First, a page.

As the floodwaters that have submerged low-lying areas of England recede, Rabbi Eli Brackman, co-director of the Oxford Chabad Society, and his wife Freida have been reaching out to students and the university's surrounding community to help them get their lives back to normal.

In the past several days, the United Kingdom has witnessed historic flooding, with the Thames and Severn rivers overflowing their banks. Two were found dead in a rugby club in Tewkesbury yesterday; more than half of dozen towns along England's waterways had neighborhoods underwater.

But by all accounts, Oxford proper got off relatively easy. Estimates before the Thames crested put evacuation figures at 500 homes. In the end, only 250 families were displaced.

Still, according to Brackman, running water has been shut off in many areas and hundreds of people remain, for the time being at least, homeless. One student, whose island neighborhood was threatened by rising waters, even took up residence at Brackman's Chabad House.

"It's not the crisis people think it is. It's not New Orleans," said Brackman. "But there are minor evacuations. We've been back and forth to the main evacuation center to see what we can do to help."

On Thursday morning, a foundation donated a pallet of water to the Chabad House; Brackman distributed the 400 2-liter bottles throughout the day to evacuees. The rabbi encouraged anyone who knew of those who needed more urgent help to contact a 24-hour helpline he established.

Assessing the Damage

Now that many flood warnings have expired and people have turned to cleaning up, Chabad-Lubavitch emissaries in the United Kingdom have likewise shifted their focus to England's rural areas, primarily in the country's western portions. Rabbi Mordechai Wollenberg has given the task of checking up on the region's Jewish residents to the two rabbinical students assigned to him by Lubavitch's summertime emissary placement program.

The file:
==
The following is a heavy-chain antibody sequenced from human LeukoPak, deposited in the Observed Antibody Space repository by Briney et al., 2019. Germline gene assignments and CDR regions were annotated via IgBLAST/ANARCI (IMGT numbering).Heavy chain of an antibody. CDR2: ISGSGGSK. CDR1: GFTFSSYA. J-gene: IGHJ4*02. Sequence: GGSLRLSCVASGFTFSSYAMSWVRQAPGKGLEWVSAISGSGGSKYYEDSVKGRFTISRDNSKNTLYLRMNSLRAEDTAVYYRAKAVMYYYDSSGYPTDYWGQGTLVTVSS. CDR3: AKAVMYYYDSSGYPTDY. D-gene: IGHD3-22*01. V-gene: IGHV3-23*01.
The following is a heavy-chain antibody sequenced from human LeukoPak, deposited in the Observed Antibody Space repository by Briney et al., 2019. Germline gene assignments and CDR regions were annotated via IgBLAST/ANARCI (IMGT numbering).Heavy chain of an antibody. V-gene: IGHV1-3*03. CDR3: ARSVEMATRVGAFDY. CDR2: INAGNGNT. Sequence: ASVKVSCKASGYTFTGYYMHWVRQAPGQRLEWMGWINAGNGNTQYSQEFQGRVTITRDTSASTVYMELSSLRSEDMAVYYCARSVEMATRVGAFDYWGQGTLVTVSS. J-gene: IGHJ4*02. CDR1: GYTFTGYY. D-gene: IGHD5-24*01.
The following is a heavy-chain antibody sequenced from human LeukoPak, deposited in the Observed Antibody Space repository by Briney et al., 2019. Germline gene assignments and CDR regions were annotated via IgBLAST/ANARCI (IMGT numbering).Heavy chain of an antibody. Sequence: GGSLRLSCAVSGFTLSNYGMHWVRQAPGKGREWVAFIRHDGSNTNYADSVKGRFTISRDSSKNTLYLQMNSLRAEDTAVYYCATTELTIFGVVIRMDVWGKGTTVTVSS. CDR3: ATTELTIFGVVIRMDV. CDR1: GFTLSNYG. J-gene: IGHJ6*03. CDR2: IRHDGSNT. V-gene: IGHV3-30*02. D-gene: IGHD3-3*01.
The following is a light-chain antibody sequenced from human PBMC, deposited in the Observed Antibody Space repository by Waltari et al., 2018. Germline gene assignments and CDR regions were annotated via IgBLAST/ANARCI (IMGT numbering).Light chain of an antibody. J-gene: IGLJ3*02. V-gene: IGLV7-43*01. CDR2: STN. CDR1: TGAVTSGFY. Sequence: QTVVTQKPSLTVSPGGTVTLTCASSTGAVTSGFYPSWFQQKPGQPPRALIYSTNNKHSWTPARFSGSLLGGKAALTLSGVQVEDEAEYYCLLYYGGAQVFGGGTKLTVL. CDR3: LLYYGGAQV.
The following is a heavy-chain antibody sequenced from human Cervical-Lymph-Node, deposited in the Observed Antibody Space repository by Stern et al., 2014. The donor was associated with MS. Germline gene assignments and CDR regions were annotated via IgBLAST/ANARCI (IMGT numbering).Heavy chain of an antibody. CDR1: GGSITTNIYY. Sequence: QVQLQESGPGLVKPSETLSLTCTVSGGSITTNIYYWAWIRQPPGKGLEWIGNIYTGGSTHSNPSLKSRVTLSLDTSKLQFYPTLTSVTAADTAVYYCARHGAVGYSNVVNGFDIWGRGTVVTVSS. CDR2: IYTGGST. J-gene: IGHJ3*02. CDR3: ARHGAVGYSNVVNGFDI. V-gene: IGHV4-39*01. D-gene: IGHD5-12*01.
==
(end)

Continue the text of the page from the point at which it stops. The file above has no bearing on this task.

"We're of course reaching out to families that might be affected locally," said Wollenberg, who together with his wife Blima serve the community of Cardiff, which sits along the Severn estuary bordering Wales. "But we're quite high up; there hasn't been much of a problem here."

The Jewish community in the town is no stranger to flooding. According to Wollenberg, a flood in the center of Cardiff inundated the community's synagogue 67 years ago. Today, the Cardiff United Synagogue sits on higher ground, but Wollenberg, the shul's rabbi, said that of the records that weren't lost, many bear water marks.

"We do have some community members who live in areas that are possibly at threat, so there's definitely a concern," said the rabbi.

According to Rabbi Yehuda Pink, co-director of Lubavitch in the Midlands, his swath of territory could very well include a high number of evacuated Jewish residents. But because many of them have family and friends to rely on, and have therefore not yet contacted him, he's taken the initiative in reaching out.

"We know of one family whose house was totally flooded and they had to move out," said Pink, who lives in Solihull but counts such communities as Gloucestershire and Hereford under his care. "Where we live hasn't been affected, but there's a lot of villages that have been. At this stage, we're trying to get information in."

Pink has also made use of Wollenberg's rabbinical students. Next week, he said, they'll be traveling to Tewksbury to assess the damage there.

"While the actual risk to life is subsiding," he said, "the secondary affects – the impact to the economy, the lack of water, of electricity – are just now beginning to be felt."